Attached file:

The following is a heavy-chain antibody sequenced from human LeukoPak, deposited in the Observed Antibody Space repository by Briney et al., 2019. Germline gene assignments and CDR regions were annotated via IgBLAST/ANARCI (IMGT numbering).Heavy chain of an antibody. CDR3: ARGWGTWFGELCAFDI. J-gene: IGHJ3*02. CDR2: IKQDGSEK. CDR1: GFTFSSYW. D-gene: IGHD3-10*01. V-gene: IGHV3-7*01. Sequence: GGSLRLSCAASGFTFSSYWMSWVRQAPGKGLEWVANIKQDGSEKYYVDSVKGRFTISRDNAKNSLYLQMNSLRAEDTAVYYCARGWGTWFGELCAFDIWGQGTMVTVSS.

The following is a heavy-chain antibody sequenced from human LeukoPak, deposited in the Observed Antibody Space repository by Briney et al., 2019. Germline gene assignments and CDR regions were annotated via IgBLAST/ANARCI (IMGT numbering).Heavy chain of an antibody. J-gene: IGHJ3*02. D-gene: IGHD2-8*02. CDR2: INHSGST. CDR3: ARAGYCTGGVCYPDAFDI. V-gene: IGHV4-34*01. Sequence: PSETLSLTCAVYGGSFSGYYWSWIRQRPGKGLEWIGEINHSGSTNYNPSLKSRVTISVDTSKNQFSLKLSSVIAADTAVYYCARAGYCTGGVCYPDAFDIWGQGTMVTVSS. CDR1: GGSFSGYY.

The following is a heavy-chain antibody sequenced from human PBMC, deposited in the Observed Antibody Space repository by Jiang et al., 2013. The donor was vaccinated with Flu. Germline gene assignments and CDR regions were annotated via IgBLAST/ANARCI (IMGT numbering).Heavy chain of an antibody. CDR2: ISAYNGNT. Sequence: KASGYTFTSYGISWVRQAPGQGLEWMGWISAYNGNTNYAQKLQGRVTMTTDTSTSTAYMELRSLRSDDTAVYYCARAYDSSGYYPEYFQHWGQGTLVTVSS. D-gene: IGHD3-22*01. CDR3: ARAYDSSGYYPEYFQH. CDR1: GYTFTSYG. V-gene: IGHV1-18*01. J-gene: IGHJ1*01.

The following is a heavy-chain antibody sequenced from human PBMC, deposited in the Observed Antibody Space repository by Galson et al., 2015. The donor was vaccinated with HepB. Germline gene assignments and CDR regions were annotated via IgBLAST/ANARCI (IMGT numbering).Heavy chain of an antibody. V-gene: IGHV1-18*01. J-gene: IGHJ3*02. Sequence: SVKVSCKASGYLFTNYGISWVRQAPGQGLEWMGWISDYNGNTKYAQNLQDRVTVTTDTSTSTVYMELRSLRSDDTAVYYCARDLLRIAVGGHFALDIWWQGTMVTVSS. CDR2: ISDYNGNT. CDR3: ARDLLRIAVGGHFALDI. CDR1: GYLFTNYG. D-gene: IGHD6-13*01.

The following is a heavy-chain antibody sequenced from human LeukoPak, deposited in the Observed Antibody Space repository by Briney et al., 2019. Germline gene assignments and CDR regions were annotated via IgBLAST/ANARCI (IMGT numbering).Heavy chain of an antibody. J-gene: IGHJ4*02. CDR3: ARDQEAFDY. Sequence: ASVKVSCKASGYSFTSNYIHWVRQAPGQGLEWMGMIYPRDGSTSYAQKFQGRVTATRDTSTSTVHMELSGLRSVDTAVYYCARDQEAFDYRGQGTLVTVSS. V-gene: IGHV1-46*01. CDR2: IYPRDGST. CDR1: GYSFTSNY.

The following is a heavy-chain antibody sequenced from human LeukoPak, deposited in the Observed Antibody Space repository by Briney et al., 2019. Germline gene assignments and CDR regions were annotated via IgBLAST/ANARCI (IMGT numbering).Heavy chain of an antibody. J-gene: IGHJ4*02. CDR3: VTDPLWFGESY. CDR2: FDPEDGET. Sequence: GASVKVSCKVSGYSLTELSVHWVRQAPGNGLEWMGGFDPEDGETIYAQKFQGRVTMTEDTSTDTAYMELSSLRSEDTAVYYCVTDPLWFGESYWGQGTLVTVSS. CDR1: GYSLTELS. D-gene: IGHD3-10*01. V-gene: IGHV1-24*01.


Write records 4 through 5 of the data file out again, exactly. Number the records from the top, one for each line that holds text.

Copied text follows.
The following is a heavy-chain antibody sequenced from human PBMC, deposited in the Observed Antibody Space repository by Galson et al., 2015. The donor was vaccinated with HepB. Germline gene assignments and CDR regions were annotated via IgBLAST/ANARCI (IMGT numbering).Heavy chain of an antibody. V-gene: IGHV1-18*01. J-gene: IGHJ3*02. Sequence: SVKVSCKASGYLFTNYGISWVRQAPGQGLEWMGWISDYNGNTKYAQNLQDRVTVTTDTSTSTVYMELRSLRSDDTAVYYCARDLLRIAVGGHFALDIWWQGTMVTVSS. CDR2: ISDYNGNT. CDR3: ARDLLRIAVGGHFALDI. CDR1: GYLFTNYG. D-gene: IGHD6-13*01.

The following is a heavy-chain antibody sequenced from human LeukoPak, deposited in the Observed Antibody Space repository by Briney et al., 2019. Germline gene assignments and CDR regions were annotated via IgBLAST/ANARCI (IMGT numbering).Heavy chain of an antibody. J-gene: IGHJ4*02. CDR3: ARDQEAFDY. Sequence: ASVKVSCKASGYSFTSNYIHWVRQAPGQGLEWMGMIYPRDGSTSYAQKFQGRVTATRDTSTSTVHMELSGLRSVDTAVYYCARDQEAFDYRGQGTLVTVSS. V-gene: IGHV1-46*01. CDR2: IYPRDGST. CDR1: GYSFTSNY.